Millions of shoppers swamped Boxing Day sales across the UK as festive retail records looked set to tumble.
Many bargain hunters queued overnight to pick up the best deals on a day where shoppers were expected to spend almost £3 billion.
The UK average footfall was up by 21.6% on Boxing Day last year, the retailers' body said.
Manchester's Trafford Centre enjoyed what is thought to be the biggest Boxing Day sale in its history with police drafted in to help manage the crowds.
Meanwhile, several hundred thousand customers passed through London's retail mecca of Oxford Street, with shoppers from across the country joined by thousands of tourists, many from China.
ITV News' Matthew Taylor reports:
Sue West, Selfridges director of operations, said handbags and menswear were flying off the shelves at their flagship West End store. She said:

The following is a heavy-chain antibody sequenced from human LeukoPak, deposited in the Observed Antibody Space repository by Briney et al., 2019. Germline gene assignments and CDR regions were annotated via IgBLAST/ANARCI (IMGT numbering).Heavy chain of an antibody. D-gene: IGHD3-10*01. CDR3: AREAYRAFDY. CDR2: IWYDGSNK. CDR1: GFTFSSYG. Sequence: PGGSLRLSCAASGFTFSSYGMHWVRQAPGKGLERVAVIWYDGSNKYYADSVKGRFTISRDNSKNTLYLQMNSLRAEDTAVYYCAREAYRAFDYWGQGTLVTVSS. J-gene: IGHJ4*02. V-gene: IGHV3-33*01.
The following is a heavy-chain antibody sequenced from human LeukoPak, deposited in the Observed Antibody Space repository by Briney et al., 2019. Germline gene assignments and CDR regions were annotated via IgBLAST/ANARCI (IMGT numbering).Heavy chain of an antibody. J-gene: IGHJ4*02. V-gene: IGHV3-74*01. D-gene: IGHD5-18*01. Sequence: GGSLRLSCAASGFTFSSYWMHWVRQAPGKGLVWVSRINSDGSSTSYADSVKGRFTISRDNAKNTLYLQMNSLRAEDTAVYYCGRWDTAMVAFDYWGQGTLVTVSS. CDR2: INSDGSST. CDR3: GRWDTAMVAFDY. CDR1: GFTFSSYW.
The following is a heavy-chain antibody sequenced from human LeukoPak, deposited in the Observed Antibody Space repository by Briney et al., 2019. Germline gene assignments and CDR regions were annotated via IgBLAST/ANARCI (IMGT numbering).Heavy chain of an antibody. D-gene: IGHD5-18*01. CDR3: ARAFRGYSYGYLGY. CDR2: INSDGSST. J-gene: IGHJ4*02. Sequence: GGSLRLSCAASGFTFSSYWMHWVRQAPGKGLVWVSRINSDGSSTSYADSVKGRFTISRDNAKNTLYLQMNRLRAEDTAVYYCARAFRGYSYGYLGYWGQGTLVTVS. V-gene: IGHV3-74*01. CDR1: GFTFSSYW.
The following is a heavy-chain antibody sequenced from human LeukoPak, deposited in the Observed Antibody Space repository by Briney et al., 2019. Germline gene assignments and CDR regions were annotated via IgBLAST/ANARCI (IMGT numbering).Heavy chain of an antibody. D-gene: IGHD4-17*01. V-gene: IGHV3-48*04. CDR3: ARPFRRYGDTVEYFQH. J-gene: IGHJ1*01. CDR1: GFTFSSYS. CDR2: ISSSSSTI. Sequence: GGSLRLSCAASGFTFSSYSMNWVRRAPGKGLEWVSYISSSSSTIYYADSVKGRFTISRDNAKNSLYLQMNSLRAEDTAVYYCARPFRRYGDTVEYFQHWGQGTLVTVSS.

Scenes of shopping mayhem in London were replicated across the country.
At Birmingham's Bullring Shopping Centre, thousands were ready and waiting from 12:20am for the off. Some 350,000 passed through after doors opened.
Popular picks included the Next Boxing Day Sale, which started at 6:00am in many stores across the country.
As crowds swarmed the centre, Tim Walley, Bullring general manager, said:
In Bristol, hundreds of people queued from the early hours of this morning to be among the first through the doors of Cabot Circus' Next store.
Centre director Kevin Duffy said:
Twenty-thousand shoppers had arrived at Manchester's Trafford Centre by 8am, said Gordon McKinnon, director of operations.
At Kent's Bluewater shopping centre, queues began to form at 1am with more than 3,000 waiting at 7am.
Robert Goodman, Bluewater's general manager, said: "This is certainly one of the busiest starts ever at Bluewater for the Boxing Day sales."
Chinese shoppers have proven to be the top spenders as footfall rose 31.3% from last year in London's West End, with Middle Eastern and Nigerian shoppers also understood to be among the strongest growth nationalities at the tills.
The international shoppers were being greeted by a retail staff who spoke more than 22 languages combined, including Mandarin.